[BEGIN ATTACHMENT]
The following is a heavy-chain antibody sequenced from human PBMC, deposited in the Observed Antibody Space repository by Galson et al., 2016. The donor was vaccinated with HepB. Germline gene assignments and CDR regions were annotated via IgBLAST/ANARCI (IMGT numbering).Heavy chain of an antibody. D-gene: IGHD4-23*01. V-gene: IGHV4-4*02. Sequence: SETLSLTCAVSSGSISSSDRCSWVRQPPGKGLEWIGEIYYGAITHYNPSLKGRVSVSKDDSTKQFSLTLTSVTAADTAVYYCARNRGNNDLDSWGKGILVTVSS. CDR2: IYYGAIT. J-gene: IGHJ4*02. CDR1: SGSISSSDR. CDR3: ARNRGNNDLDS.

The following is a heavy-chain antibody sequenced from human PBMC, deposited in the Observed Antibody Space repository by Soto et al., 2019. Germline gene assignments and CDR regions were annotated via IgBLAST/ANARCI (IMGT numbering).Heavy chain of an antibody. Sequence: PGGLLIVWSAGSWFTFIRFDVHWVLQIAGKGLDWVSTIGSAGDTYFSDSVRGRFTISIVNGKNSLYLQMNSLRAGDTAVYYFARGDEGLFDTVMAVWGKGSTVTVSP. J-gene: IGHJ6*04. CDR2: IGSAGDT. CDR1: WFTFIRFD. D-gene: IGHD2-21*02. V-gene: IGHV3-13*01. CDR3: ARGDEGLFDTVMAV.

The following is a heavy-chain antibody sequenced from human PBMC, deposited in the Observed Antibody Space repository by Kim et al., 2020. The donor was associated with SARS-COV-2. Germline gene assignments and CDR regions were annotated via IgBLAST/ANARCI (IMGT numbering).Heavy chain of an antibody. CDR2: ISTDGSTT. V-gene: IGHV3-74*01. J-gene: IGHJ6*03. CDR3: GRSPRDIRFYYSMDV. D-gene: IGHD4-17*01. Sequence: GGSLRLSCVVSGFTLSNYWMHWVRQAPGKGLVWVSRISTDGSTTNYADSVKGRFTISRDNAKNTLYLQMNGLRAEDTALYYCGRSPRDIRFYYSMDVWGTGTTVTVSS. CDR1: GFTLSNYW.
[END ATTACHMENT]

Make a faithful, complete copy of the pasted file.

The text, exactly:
The following is a heavy-chain antibody sequenced from human PBMC, deposited in the Observed Antibody Space repository by Galson et al., 2016. The donor was vaccinated with HepB. Germline gene assignments and CDR regions were annotated via IgBLAST/ANARCI (IMGT numbering).Heavy chain of an antibody. D-gene: IGHD4-23*01. V-gene: IGHV4-4*02. Sequence: SETLSLTCAVSSGSISSSDRCSWVRQPPGKGLEWIGEIYYGAITHYNPSLKGRVSVSKDDSTKQFSLTLTSVTAADTAVYYCARNRGNNDLDSWGKGILVTVSS. CDR2: IYYGAIT. J-gene: IGHJ4*02. CDR1: SGSISSSDR. CDR3: ARNRGNNDLDS.

The following is a heavy-chain antibody sequenced from human PBMC, deposited in the Observed Antibody Space repository by Soto et al., 2019. Germline gene assignments and CDR regions were annotated via IgBLAST/ANARCI (IMGT numbering).Heavy chain of an antibody. Sequence: PGGLLIVWSAGSWFTFIRFDVHWVLQIAGKGLDWVSTIGSAGDTYFSDSVRGRFTISIVNGKNSLYLQMNSLRAGDTAVYYFARGDEGLFDTVMAVWGKGSTVTVSP. J-gene: IGHJ6*04. CDR2: IGSAGDT. CDR1: WFTFIRFD. D-gene: IGHD2-21*02. V-gene: IGHV3-13*01. CDR3: ARGDEGLFDTVMAV.

The following is a heavy-chain antibody sequenced from human PBMC, deposited in the Observed Antibody Space repository by Kim et al., 2020. The donor was associated with SARS-COV-2. Germline gene assignments and CDR regions were annotated via IgBLAST/ANARCI (IMGT numbering).Heavy chain of an antibody. CDR2: ISTDGSTT. V-gene: IGHV3-74*01. J-gene: IGHJ6*03. CDR3: GRSPRDIRFYYSMDV. D-gene: IGHD4-17*01. Sequence: GGSLRLSCVVSGFTLSNYWMHWVRQAPGKGLVWVSRISTDGSTTNYADSVKGRFTISRDNAKNTLYLQMNGLRAEDTALYYCGRSPRDIRFYYSMDVWGTGTTVTVSS. CDR1: GFTLSNYW.